“This has really become a trend that is becoming a habit,” Kurzius said in an interview on CNBCs Tuesday “Bad money.”
The spice maker’s shares fell 2.7% to $ 189.89 apiece on Tuesday, according to the company Profit report before the bell. McCormick reported sales of $ 1.43 billion, beating Wall Street’s expectations of $ 1.39 billion. Earnings per share were $ 1.53, slightly above what analysts had expected of $ 1.52.
Sales in the third quarter increased by 8% compared to the same period last year. This reflects the increase of 8% compared to the previous year reported for the second quarter, which ended May 31 and included the first wave of home stay orders to hit the United States.
In Tuesday’s earnings release, McCormick reported that consumer segment sales rose 15% as economic pandemic restrictions were eased in the US and other parts of the world. In the second quarter, the maker of Old Bay Seasoning, French Mustard, and Frank’s Red Hot saw sales grow 26%.
Kurzius, who has held various roles with McCormick since joining in 2003, said he saw additional encouraging signs.
“Our household penetration is up 8%. That’s millions of households, and the repetition rate has increased by 7%. That means consumers are using our products and asking for more,” he told CNBC Jim Cramer. “We have gained market share in most of our categories, and this is not just a US phenomenon. It is happening all over the world. It will be a long-term growth driver.”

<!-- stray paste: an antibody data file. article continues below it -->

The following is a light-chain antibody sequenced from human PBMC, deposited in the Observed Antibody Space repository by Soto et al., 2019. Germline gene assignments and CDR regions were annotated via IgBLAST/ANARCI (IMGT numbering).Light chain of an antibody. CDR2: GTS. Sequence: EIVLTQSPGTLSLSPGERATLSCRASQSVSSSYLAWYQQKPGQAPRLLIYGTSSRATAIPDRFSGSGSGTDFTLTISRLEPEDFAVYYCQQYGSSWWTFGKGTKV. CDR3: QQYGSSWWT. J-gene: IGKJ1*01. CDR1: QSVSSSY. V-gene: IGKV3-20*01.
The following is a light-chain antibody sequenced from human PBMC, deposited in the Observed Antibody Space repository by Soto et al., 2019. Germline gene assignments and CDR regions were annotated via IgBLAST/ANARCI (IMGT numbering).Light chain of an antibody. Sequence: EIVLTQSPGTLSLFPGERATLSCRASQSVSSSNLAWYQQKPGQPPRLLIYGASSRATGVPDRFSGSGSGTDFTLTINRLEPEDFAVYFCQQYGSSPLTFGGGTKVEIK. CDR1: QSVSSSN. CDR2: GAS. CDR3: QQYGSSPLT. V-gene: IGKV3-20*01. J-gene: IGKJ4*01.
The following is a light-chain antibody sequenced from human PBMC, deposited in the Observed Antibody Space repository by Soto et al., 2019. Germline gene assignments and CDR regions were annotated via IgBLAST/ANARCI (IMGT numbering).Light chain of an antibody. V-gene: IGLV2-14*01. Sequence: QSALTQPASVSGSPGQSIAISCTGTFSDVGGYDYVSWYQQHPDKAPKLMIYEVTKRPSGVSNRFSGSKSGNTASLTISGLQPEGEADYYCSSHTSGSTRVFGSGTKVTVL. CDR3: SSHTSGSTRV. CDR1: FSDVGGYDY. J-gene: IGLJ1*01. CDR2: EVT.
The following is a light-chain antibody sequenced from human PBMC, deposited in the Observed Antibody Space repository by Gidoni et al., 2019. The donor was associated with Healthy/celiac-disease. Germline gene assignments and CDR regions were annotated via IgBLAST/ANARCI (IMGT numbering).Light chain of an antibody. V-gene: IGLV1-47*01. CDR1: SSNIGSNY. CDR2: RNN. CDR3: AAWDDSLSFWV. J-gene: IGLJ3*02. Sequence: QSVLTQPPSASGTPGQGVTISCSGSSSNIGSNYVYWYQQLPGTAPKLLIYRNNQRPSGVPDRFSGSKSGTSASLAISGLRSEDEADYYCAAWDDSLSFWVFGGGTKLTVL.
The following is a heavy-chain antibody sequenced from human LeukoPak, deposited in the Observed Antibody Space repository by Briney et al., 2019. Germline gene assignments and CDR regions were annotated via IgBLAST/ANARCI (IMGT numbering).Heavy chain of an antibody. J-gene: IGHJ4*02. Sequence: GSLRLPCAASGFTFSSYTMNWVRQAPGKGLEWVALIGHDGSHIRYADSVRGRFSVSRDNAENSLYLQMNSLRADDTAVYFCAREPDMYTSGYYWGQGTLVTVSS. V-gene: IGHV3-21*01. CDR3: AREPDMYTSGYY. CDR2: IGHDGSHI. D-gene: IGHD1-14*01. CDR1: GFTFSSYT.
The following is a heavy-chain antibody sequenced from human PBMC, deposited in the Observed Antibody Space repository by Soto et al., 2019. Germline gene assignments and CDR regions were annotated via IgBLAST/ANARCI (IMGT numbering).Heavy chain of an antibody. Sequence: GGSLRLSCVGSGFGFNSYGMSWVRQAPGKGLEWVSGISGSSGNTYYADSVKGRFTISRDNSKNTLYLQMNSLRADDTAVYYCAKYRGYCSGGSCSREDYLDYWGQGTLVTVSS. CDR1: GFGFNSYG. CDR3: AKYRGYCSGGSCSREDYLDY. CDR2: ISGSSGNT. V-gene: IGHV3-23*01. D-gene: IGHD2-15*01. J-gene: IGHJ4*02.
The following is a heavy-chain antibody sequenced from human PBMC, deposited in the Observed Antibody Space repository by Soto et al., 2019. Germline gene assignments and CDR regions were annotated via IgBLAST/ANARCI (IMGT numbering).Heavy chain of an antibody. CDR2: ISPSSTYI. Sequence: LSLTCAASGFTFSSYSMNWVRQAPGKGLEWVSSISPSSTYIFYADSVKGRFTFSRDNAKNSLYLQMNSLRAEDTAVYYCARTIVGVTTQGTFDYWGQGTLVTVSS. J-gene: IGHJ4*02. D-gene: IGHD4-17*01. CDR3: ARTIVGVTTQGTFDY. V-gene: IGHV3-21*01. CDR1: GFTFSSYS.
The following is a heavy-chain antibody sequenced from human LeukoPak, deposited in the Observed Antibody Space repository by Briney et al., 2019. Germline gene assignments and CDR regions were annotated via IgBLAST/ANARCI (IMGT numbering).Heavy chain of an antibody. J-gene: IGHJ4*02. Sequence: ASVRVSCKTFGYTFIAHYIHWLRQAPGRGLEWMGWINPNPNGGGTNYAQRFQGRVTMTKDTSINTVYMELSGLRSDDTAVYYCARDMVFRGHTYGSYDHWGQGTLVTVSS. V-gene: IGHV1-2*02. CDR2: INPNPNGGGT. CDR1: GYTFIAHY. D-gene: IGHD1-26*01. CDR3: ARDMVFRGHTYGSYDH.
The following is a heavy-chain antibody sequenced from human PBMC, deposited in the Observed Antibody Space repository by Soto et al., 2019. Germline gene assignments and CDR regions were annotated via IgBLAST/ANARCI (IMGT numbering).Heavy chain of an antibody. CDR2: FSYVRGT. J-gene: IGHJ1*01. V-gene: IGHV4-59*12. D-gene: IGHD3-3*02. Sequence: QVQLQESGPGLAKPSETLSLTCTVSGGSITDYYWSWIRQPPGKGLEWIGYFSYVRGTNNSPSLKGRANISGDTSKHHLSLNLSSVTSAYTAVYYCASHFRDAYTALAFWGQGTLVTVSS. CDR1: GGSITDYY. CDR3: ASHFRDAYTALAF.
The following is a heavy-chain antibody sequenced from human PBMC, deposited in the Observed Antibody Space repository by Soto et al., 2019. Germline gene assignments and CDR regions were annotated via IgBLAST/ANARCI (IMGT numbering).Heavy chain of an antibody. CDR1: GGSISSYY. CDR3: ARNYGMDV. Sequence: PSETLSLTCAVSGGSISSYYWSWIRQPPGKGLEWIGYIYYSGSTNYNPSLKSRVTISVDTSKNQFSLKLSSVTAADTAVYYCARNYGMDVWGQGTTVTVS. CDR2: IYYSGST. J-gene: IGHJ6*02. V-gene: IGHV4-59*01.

As evidence, Kurzius pointed to China, which he believes is the company’s largest market outside of the United States. He stated that China, where the coronavirus first emerged late last year, was at least “several months” ahead of America on its timeline of pandemic recovery. “Still, we see continued consumer demand in China as well,” he said.
The food service industry was hit hard during the pandemic, and state and local governments have put various restrictions on its operations to help slow the spread of Covid-19. McCormick has exposure to the industry through its Flavor Solutions segment, which posted a 3% drop in sales for the third quarter compared to the same period last year.
Even so, Kurzius said this represented “a strong recovery” from the declines seen earlier in the pandemic. In the second quarter, when many restaurants may have closed or opened only for takeout or delivery, McCormick food solutions sales fell 18% year over year.
“Fast food restaurants, which are based on takeaways and drive through and eat out, in contrast to dinner, have really recovered very well,” said Kurzius. “Our quick service customers are growing and recovering in some parts of the world.”
On the other hand, Kurzius said that “white tablecloths” and other individual restaurants in places with economic constraints are “facing a difficult path”.
At the close of trading on Tuesday, McCormick shares were down nearly 10% from their September 3 high of $ 211.07. Overall, though, it’s been a tough month for Wall Street, and McCormick’s shares have risen more than 60% since the coronavirus-era bottomed out in late March.
On Tuesday, the Baltimore-based company announced a 2-for-1 stock split, the first since April 2002. McCormick expects its stock to trade on December 1 on a split-adjusted basis.